• I received this problem and THOUGHT I was doing pretty well on it…again, did not finish. Did not proceed. I worked through it again and was going to blog about it pretty soon. This is a pretty good problem
  • TwoSum closest to zero. I wrote something that got the correct answer, then proceeded for some reason and outputted incorrect answers. This was wrong, and I want to blog about this, too, to see if I really was that close

When I watch YouTube channels like Pragmatic Engineer, things seem a little more obvious to me: They describe really finishing problems, then working through edge cases and discussing how problems would be production-ready. So maybe these interview results are deserved, and the coding interview process is more fair than I gave it credit for. I do think I am better at this than I was when I started the blog, but the big complaint I keep finding myself back at is that we could have all spent this time actually building useful code, instead of grinding LeetCode.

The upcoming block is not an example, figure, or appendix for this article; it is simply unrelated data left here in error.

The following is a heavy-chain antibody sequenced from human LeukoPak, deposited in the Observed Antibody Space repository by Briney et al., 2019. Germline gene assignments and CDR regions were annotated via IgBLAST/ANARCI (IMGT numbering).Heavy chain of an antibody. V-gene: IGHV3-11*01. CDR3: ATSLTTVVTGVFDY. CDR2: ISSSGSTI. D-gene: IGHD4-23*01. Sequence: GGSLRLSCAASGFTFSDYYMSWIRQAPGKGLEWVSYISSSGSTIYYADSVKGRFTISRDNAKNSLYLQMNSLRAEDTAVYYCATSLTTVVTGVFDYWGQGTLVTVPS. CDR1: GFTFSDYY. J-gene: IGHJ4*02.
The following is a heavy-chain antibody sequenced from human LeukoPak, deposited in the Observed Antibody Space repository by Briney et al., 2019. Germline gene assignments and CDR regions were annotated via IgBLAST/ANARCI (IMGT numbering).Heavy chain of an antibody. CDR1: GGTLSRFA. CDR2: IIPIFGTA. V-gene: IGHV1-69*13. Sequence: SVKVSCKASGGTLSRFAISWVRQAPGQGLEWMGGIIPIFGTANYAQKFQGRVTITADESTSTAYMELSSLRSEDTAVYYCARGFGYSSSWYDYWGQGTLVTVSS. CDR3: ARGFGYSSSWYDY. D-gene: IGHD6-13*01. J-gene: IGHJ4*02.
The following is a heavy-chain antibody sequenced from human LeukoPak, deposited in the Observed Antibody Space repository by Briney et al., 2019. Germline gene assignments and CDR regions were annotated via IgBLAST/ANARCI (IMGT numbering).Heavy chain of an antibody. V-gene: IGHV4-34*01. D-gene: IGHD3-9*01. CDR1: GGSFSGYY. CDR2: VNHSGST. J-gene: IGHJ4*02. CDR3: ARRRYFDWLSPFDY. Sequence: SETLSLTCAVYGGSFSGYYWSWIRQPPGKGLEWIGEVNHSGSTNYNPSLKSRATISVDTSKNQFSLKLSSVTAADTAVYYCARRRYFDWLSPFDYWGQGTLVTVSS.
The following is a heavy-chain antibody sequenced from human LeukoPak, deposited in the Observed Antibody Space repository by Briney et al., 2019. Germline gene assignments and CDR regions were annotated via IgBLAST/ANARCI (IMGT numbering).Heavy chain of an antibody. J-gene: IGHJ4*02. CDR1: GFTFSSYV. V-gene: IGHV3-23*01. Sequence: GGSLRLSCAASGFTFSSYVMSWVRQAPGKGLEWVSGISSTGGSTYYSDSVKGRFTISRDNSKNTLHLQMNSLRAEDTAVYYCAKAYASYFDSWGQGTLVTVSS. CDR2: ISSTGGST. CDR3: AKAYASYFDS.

A Positive Attitude

A wise, mature person would treat the software engineer interview process as a pure learning experience. He, or she, would enjoy learning about companies out there for the sake of research, interacting with key players, and mastering the art of whiteboarding. It would just be like a fun game.

I don’t think of it like that, but a mature person would. Do what I say, not what I do.